'Water bankí drags river basin deeper into debt
High Country News, October 17th Edition, by Rebecca
Followed by responses from:
Family Farm Alliance Executive Director
Crisp, Tulelake Growers Association Executive
posted to KBC 11/10/05
solution only worsens tension over scarce
From her house near Klamath Falls, Ore., Kelly
Holcomb loves to look
out her kitchen window at the juniper-dotted
mountains nearby and the
vast green fields of the Klamath Valley. But she
doesnít like what she
sees to the west, from which a neighboring
farmer installed a large well
a few years back. The well taps into the same
aquifer where Holcombís
family gets its drinking water.
Rancher Gary Wright, a participant in the
Klamath water bank program,
is paid by the government to pump groundwater on
his ranch several miles
south of the Oregon state line. Ross William
Hamilton, The Oregonian
Not long after the farmer started pumping 24
hours a day, seven days a
week, Holcomb turned on the kitchen faucet; a tiny
trickle dribbled out,
then nothing. Her well, dug in the 1930s, was
suddenly dry. Holcomb and
her husband had to spend over $10,000 to deepen it.
"Listen, lots of our friends are farmers. We have
horses; we buy hay,"
says Holcomb, who owns a Western clothing and
jewelry store. "I want the
ag community to stay in business, but I donít
believe it should be to
the detriment of everyone around them."
What upsets Holcomb most is that her neighbor isnít
even using the
water; heís selling it to the federal government in
a program that,
ironically, was supposed to end the tug-of-war over
supplies in the Klamath Basin. In the past five
years, the basin has
become a flash point in the regionwide struggle over
environmental, urban and agricultural interests (HCN,
flash: Fish do need water).
In 2002, NOAA Fisheries started the "water bank"
program to free up
water to help threatened coho salmon. The U.S.
Bureau of Reclamation
manages the project, which is funded for 10 years.
It pays farmers to
stop irrigating altogether, or to use only well
water on their fields
ó or, as in the case of Holcombís neighbor, to pump
water into irrigation canals, so the Bureau can
leave more water in the
The water bank was supposed to keep everyone happy.
But four years and
$20 million later, a solution to the basinís water
problems is as
elusive as ever ó and the water bank may only be
making things worse.
"Ten years of the water bank isnít going to solve
the problems down
here," says Jim Bryant, who was the Bureau of
director from 1991 to 2003. "Itís a pipe dream."
Robbing Peter to pay Paul
The program appears to be sending more water
downstream to help fish.
However, the actual results are hard to quantify
because the Bureau
doesnít monitor the water diversions of the 1,200
farmers in the
Klamath Project, according to a report issued
earlier this year by the
Government Accountability Office.
In July, low water levels and high temperatures
diminished the oxygen
in the river water, killing several thousand
endangered sucker fish just
south of Klamath Falls. Roger Smith, a fisheries
biologist with the
Oregon Department of Fish and Wildlife, says the
water bank isnít
helping the ecosystem long-term.
By encouraging groundwater pumping, the water bank
has also led to
conflicts between farmers and numerous homeowners
like Kelly Holcomb,
who have seen their well water dwindle. The Klamath
Valley and Tule Lake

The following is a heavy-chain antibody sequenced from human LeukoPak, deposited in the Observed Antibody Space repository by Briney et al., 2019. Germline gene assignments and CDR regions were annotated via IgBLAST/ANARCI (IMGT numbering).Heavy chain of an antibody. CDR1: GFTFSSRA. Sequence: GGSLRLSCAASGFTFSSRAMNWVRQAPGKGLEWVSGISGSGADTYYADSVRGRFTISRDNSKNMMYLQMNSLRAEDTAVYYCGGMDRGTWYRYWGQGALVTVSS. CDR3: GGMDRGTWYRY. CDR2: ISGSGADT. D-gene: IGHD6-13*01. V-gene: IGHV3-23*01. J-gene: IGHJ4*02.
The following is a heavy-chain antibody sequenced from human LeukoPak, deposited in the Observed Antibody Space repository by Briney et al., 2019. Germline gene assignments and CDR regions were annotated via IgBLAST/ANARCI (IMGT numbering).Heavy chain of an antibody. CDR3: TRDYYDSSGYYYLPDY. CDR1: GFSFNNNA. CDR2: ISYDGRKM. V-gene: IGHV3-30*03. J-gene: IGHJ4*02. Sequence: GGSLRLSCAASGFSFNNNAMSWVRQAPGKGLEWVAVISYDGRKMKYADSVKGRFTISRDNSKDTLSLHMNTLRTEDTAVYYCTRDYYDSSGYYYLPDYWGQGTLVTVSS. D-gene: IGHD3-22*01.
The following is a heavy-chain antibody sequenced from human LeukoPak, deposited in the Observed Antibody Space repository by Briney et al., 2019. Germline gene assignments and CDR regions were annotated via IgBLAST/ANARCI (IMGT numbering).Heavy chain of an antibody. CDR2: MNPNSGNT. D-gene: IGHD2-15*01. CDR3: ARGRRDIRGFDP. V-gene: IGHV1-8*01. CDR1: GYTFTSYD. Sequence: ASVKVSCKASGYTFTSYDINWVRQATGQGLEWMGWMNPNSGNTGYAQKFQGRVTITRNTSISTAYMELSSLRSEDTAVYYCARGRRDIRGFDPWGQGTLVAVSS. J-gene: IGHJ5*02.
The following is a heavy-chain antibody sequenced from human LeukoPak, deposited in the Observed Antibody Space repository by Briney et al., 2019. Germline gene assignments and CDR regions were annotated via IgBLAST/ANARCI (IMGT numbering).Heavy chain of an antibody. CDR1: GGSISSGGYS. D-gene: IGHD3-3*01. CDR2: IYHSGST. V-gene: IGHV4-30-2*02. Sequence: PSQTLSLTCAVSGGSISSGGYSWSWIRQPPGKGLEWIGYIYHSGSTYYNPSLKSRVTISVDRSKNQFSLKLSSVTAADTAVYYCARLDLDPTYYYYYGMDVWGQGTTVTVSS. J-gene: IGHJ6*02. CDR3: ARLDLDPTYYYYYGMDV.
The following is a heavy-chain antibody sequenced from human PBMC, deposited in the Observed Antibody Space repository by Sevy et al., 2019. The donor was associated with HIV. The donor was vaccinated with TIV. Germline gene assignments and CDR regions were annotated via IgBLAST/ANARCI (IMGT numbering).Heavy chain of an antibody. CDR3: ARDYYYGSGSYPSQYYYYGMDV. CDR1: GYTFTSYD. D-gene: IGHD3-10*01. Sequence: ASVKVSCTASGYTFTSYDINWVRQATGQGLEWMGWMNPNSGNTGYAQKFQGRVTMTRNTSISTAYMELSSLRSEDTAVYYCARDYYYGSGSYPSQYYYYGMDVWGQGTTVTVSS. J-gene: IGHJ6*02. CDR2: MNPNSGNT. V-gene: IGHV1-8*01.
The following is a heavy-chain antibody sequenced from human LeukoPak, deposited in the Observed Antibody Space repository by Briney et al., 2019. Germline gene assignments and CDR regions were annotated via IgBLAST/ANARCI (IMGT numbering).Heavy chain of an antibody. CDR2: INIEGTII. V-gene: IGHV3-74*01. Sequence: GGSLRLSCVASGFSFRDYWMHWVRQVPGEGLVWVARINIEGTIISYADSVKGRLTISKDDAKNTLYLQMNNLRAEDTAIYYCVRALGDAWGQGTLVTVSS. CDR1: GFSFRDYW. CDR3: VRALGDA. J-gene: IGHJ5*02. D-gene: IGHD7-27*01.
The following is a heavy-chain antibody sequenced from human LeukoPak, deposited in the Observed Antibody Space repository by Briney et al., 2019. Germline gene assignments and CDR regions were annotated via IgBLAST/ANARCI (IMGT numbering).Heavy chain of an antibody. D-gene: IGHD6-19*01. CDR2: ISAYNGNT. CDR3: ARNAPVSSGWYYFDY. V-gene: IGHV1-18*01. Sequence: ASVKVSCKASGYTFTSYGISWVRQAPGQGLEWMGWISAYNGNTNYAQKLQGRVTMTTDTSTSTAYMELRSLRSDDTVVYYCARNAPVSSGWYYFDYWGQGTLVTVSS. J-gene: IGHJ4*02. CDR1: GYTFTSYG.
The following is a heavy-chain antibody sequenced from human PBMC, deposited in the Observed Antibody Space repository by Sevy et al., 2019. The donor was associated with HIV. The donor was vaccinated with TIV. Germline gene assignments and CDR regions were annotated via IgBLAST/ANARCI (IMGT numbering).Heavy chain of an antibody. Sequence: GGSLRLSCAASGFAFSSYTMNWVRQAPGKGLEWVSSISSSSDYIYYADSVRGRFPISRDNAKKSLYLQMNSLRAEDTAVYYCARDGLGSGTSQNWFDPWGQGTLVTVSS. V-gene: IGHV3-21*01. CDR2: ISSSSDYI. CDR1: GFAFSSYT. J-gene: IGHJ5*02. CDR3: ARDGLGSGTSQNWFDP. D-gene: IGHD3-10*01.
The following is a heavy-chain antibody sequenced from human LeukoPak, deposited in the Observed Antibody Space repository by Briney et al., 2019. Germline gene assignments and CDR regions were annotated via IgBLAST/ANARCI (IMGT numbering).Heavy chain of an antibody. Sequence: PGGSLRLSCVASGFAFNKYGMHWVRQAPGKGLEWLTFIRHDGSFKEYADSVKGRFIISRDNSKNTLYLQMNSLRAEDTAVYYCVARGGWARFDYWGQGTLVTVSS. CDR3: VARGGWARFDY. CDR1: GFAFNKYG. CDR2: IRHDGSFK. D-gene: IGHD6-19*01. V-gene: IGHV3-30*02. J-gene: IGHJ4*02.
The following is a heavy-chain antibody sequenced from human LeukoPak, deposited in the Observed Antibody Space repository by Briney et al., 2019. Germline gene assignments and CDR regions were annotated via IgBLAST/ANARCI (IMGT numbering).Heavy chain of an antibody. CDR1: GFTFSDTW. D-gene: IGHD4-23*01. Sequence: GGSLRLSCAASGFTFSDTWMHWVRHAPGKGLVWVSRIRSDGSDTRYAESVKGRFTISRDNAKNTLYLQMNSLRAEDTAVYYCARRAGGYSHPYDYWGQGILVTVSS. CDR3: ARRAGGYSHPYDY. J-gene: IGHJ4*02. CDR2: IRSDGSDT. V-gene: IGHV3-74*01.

areas have seen an eightfold increase in groundwater
pumping since 2000,
according to a May 2005 report by the U.S.
Geological Survey. In
California, an irrigation district along the border
owns at least 10 new
wells that, on average, pump 8,200 gallons per
In fact, the Bureau may be robbing Peter to pay
Paul, because the wells
most likely draw water away from the springs that
feed the regionís
rivers and lakes. And preliminary findings indicate
that the current
rate of pumping is not sustainable. In the past five
years, the aquifer
has sustained a net loss of 13 feet; in summer
months, itís dropped by
up to 40 feet in some places.
"Weíve never seen declines like that, not on that
scale," says Ned
Gates, a hydrogeologist with the Oregon Water
"Part of it is itís been a drought, but if this
pumping wasnít going
on, I think youíd see a lot of recovery."
This summer, a coalition of environmental groups
asked the state to
place a moratorium on all new water rights,
including well pumping
permits, until the U.S. Geological Survey finishes
two long-term studies
to determine how much water the aquifer holds and
the effect of
groundwater pumping on rivers and lakes. In August,
the state denied
Writing new groundwater permits is "insanity," says
Bob Hunter of
WaterWatch of Oregon, when the basinís water is
among farmers, homeowners, wildlife refuges and
imperiled fish. The
state hasnít even determined how much water is due
to the Klamath
Tribe, which owns the basinís most senior water
rights, he adds.
Even some farmers call the water bank shortsighted.
Klamath Falls farmer Bobby Flowers, a former Farm
Bureau president, says
the only farmers who support it are those who are
selling water to the
The Bureau acknowledges that the water bank is too
maintain forever, but agency staffers are short on
details for other
alternatives. Talk of long-term solutions, such as
buying out farmers,
has hit roadblocks within the Bush administration,
which argues that
farm buyouts ruin rural communities.
For landowners like Holcomb, the situation is simply
"I donít have any answers, but I know whatís wrong,"
"My neighbor made $60,000 from the government to
pump his well that
first year, and heís been pumping two years since. I
pumping water for farming, but when itís bought and
just shipped out
of here, it isnít right."
The author writes from Portland, Oregon.